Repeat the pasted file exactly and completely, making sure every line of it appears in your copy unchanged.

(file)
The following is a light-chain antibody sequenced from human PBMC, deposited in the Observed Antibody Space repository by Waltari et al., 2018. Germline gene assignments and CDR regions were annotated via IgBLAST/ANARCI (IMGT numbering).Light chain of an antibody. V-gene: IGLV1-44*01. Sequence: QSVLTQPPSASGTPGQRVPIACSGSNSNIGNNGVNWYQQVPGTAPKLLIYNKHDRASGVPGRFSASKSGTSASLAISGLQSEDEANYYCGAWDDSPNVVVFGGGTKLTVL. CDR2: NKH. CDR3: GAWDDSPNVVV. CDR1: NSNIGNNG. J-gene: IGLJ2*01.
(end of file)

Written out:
The following is a light-chain antibody sequenced from human PBMC, deposited in the Observed Antibody Space repository by Waltari et al., 2018. Germline gene assignments and CDR regions were annotated via IgBLAST/ANARCI (IMGT numbering).Light chain of an antibody. V-gene: IGLV1-44*01. Sequence: QSVLTQPPSASGTPGQRVPIACSGSNSNIGNNGVNWYQQVPGTAPKLLIYNKHDRASGVPGRFSASKSGTSASLAISGLQSEDEANYYCGAWDDSPNVVVFGGGTKLTVL. CDR2: NKH. CDR3: GAWDDSPNVVV. CDR1: NSNIGNNG. J-gene: IGLJ2*01.